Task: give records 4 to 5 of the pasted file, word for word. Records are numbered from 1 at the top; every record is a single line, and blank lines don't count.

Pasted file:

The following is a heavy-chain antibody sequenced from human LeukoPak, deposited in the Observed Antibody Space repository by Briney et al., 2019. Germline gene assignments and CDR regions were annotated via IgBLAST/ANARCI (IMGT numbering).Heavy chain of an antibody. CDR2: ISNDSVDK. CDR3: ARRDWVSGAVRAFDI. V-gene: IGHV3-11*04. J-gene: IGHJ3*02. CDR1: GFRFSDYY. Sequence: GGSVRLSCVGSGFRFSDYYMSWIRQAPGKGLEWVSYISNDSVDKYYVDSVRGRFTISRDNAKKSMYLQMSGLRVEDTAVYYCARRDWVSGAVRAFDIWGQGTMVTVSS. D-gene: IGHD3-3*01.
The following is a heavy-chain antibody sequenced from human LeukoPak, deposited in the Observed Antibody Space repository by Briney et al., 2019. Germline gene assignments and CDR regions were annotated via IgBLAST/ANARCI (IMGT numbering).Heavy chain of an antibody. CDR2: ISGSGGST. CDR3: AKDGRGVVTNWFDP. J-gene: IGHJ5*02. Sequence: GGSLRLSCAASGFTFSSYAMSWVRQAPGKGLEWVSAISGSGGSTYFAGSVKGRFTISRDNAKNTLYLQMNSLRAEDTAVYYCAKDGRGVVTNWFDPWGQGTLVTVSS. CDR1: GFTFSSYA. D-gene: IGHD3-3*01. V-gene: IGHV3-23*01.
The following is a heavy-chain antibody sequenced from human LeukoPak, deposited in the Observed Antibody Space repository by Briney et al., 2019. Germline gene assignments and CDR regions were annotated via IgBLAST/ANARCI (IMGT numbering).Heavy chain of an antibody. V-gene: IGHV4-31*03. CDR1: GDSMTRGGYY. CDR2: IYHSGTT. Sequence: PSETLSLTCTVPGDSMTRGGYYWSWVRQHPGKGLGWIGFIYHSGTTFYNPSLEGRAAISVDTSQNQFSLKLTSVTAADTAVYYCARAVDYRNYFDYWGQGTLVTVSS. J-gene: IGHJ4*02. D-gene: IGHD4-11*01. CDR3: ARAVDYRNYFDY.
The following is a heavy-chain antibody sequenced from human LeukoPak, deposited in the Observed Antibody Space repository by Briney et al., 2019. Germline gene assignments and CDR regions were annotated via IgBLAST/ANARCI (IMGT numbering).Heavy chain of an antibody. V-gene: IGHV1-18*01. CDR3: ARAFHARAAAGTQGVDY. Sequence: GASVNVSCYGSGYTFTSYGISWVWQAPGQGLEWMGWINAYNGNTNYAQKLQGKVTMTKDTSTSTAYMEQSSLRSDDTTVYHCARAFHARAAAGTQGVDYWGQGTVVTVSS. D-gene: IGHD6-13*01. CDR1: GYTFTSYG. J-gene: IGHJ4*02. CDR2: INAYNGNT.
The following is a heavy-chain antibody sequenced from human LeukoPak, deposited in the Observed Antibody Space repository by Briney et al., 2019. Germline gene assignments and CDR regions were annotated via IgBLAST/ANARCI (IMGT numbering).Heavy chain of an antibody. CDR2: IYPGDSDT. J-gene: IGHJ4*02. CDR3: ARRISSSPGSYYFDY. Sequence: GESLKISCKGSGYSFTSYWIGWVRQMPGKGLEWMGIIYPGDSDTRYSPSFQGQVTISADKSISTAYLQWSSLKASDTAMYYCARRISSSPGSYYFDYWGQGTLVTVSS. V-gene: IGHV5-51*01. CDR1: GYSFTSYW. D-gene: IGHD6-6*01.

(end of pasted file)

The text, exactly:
The following is a heavy-chain antibody sequenced from human LeukoPak, deposited in the Observed Antibody Space repository by Briney et al., 2019. Germline gene assignments and CDR regions were annotated via IgBLAST/ANARCI (IMGT numbering).Heavy chain of an antibody. V-gene: IGHV1-18*01. CDR3: ARAFHARAAAGTQGVDY. Sequence: GASVNVSCYGSGYTFTSYGISWVWQAPGQGLEWMGWINAYNGNTNYAQKLQGKVTMTKDTSTSTAYMEQSSLRSDDTTVYHCARAFHARAAAGTQGVDYWGQGTVVTVSS. D-gene: IGHD6-13*01. CDR1: GYTFTSYG. J-gene: IGHJ4*02. CDR2: INAYNGNT.
The following is a heavy-chain antibody sequenced from human LeukoPak, deposited in the Observed Antibody Space repository by Briney et al., 2019. Germline gene assignments and CDR regions were annotated via IgBLAST/ANARCI (IMGT numbering).Heavy chain of an antibody. CDR2: IYPGDSDT. J-gene: IGHJ4*02. CDR3: ARRISSSPGSYYFDY. Sequence: GESLKISCKGSGYSFTSYWIGWVRQMPGKGLEWMGIIYPGDSDTRYSPSFQGQVTISADKSISTAYLQWSSLKASDTAMYYCARRISSSPGSYYFDYWGQGTLVTVSS. V-gene: IGHV5-51*01. CDR1: GYSFTSYW. D-gene: IGHD6-6*01.